A Hosting of the Gael

This is a marriage feast today,
A wished anniversary
Of union and reunion; Emmet, Meagher, all
True sons of Irish blood for honor dead,
With lifted head,
Hearken to this most jocund muster call;
Their ships are on the sea, —
From ancient Donegal
They come, from Kerry,
Ah, and from Tipperary,
Yea, rather, say
From Dublin to Cathay,
From Belgian battlefields, from Spain,
From snowed Saskatchewan, from Afric sand,
From Flodden Field, and Fontenoy,
From every field and every land,
Come man and boy
To keep with us this day a sacred trust,
For the earth is starred with work of Irish brain
And rich with Irish dust.
Behold, of heroes hosting here today,
In the farthest fore
Stand men whose eyes
Are blue and gray
Like Irish skies
And like the coats they wore.

No party festival of North or South
By us is kept,
And on our mouth
No vaunting of a single patriot name
To envied fame;
But in one man stands glorified the race.
Their brow we grace
With crown of laurel and with olive leaf,
And in proud grief
That has no tongue and keeps its tears unwept,
We greet the splendid host of Irish dead,
Leaving their age-old shroud,
Gaunt witnesses, a cloud,
By every wind increased,
Ghostly battalions led by greater ghosts
That round us troop, with measured, noiseless tread —
O God of Hosts,
We bid them welcome to our marriage feast.

Should any answer come
Whence stand they ranked and dumb?
A sudden thunder of a shout
Their throats give out
As if these long dead bones
Yet kept remembrance of old trumpet tones;
The dense, straight ranks are stirred
And rises one great word —
" Fredericksburg " is heard,
While comes this chorus forth:

" We are the men that followed, followed after
The sun-bright sword and the sea-bright flag,
With a faith in our hearts that rose like laughter
Most in the straits where the craven lag;
We are the men no danger daunted,
Following Freedom like a star,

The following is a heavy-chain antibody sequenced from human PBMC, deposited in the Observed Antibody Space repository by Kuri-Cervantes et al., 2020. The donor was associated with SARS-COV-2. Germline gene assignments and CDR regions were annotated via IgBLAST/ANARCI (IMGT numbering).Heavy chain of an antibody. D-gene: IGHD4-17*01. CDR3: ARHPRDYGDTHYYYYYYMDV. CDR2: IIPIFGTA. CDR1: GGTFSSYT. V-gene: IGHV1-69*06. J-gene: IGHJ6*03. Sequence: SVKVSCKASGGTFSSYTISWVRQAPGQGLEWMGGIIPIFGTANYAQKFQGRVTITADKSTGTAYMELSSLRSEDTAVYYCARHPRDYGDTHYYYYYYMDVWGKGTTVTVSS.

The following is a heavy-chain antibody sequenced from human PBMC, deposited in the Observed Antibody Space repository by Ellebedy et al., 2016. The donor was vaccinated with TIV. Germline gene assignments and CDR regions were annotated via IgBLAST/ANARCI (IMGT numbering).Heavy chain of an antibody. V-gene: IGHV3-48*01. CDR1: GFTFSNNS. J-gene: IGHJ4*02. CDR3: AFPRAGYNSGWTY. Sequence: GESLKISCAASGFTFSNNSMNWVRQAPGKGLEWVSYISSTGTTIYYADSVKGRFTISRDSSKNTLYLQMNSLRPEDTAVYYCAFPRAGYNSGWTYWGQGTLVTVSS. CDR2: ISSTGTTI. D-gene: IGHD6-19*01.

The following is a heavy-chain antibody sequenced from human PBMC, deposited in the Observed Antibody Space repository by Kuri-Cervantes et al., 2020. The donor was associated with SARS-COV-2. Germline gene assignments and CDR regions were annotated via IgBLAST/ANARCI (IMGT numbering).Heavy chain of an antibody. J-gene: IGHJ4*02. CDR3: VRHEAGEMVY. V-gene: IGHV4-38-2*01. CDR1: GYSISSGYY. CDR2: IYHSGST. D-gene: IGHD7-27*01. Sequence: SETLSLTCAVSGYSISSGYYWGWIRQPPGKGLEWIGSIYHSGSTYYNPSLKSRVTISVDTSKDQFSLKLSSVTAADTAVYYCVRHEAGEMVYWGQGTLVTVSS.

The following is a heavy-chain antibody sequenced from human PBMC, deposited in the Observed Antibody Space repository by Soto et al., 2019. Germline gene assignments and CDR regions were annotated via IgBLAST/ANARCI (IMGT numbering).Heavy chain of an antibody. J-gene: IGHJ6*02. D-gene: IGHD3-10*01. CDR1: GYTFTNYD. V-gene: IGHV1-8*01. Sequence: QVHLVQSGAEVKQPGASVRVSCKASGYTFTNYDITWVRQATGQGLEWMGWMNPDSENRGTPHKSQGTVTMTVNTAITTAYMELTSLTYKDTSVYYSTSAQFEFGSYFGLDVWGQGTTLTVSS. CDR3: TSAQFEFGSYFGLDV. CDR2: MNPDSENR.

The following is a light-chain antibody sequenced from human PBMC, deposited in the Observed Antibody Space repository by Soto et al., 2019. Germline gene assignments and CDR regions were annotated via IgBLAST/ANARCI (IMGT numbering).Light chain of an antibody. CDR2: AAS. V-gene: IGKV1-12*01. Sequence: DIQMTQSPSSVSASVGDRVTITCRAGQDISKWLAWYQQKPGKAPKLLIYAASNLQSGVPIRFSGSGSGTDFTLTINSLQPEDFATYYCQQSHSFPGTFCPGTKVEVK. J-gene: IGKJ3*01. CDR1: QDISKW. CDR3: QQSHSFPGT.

Hot after glory, honor-haunted,
With our flag of green and our sworded Meagher.

" We are the men and these our brothers
Who held the heights and threw us back;
Over them, too, these thousand others,
A green flag waved through the war cloud black.
And Fredericksburg is an open story,
It was Irish blood both sides outpoured,
For they, too, followed honor and glory,
A green flag theirs, but not our sword.

" And we are come from the peace of slumber,
Nor North, nor South, by division sharp,
But Irish all, of that world-wide number
In all times mighty with sword and harp;
To lift once more, from the dust, our voices,
In one last cheer that may echo far —
Fredericksburg in the grave rejoices,
Now the Flag of Green weds the Sword of Meagher. "

So sang they, pale dead men,
Risen from their cold dream
To follow still the Gleam;
And in their hollowed eyes
Were what with mortals pass for tears
As after many years
They saw again the frayed and faded fold
That was their Cloth of the Field of Gold;
And a flash as of a star
When they saw the shining length
Of the blade that in his strength
Girt the dauntless Meagher.
Lo! flag and sword together pressed,
By all their eyes caressed.
Then like a breath of prayer
They melted on the air.

Learn we from these our dead
The meaning of this day,
And be not lightly led
From our fathers' way.
Not what our hands may hold —
Few threads of green and gold
And storied steel —
Not by these tokens may we feel
Sons of our laurelled sires,
Save that the same pure fires
Burn all our souls within,
And heart to heart, the quick heart to the dead, be kin.
Keep we the Faith sword-bright
By day, by night,
Our fathers' meed shall never suffer loss
But know increase.
The sword itself is likened to the cross
That is our peace.
Rate this poem: 


No reviews yet.